Insurers can model the direct impact of lava flow and other immediate volcanic perils, such as explosions and fires, with enough accuracy to balance risk and profitability. After all, we know where volcanoes are, we know enough about geology to anticipate the effects and patterns of potential volcanic blasts and lava flow, and we can even model ash fallout and other follow-on perils.

But unlike hurricanes or earthquakes, volcano risk is also global in nature, with the potential for worldwide economic and social disruption, problems that are not a good fit for traditional insurance. The geological record shows that past eruptions have produced long-lasting devastating effects on climate and human activity. The 1815 eruption of Mount Tambora led to the "Year Without a Summer" in 1816 when average global temperatures fell by one degree Fahrenheit, causing widespread crop failures on multiple continents, followed by starvation and social unrest. Looking to ancient history, some researchers believe the Mt. Toba eruption 74,000 years ago caused a decade-long volcanic winter and large-scale climate shifts that altered the course of human population.

Most researchers agree that volcano risk figures prominently in the scope of extinction-level events that could result in geological shifts or population die-off. Volcanoes thus represent a conundrum for insurers because the direct impacts, such as damage from lava and ash, can be readily modeled–but unlike hurricanes and earthquakes, eruptions can mushroom into worldwide events. The global ramifications of a massive eruption would fall into the window of "too extreme to insure."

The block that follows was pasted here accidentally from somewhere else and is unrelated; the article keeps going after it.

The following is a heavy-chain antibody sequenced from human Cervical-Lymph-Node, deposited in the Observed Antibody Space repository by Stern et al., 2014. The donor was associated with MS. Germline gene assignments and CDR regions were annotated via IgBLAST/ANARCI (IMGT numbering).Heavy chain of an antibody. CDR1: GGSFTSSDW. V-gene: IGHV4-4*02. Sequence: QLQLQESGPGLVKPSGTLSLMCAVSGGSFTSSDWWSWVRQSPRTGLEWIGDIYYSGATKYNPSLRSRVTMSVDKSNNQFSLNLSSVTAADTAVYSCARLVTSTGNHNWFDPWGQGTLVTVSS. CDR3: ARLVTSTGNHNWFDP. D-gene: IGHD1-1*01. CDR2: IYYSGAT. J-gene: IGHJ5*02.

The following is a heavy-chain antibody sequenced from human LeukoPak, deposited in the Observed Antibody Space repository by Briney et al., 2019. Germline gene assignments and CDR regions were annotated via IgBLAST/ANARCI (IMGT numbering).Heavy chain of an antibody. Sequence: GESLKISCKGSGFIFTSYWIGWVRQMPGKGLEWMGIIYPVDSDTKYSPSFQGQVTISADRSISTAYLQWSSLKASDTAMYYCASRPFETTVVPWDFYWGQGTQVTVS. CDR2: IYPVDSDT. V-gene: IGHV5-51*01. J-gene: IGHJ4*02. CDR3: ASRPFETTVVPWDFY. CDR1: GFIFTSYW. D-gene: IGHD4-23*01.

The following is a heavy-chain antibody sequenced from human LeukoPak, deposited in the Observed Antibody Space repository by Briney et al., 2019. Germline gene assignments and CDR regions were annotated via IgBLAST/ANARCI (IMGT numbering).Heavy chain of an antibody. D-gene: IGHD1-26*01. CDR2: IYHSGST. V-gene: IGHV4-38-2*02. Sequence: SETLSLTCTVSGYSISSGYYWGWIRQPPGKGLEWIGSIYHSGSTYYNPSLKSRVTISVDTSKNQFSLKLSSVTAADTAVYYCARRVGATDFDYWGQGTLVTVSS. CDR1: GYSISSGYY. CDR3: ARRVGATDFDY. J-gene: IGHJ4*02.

The embedded potential for global impacts means insurers should proceed with caution in defining coverage in order to uphold the financial resilience their stakeholders expect. Extreme events are insurable only when insurers diversify risk exposure, making sure too much risk is not concentrated in one region or combined into one policy type. Hurricanes are reasonably diversifiable because a storm footprint is generally localized in time and space. While the direct effects of volcanoes may be localized, a massive and long-lasting regional or global contagion would not be. In such a disaster, it's simply not clear which populations or elements of the worldwide economy are most vulnerable to the eruption’s effects, making it hard to evaluate the maximum risk exposure of a diversified portfolio that includes volcano risk.

Insurance coverage can be confusing

A standard homeowners policy is typically the first line of defense for insuring against property loss, but there are exceptions to this rule in natural disasters. The direct impact of volcanic activity–lava flow, ash, pyroclastic flows, even fire caused by lava–is covered by most homeowners policies in most regions. But damage to a home or property from floods and earthquakes associated with volcanic activity–even when coverage for direct damage from volcanoes is in place–may not be covered unless the homeowner has purchased an earthquake endorsement or flood insurance policy. Damage caused over time by volcanic ash is also not typically covered nor is volcanic effusion (volcanic water and mud).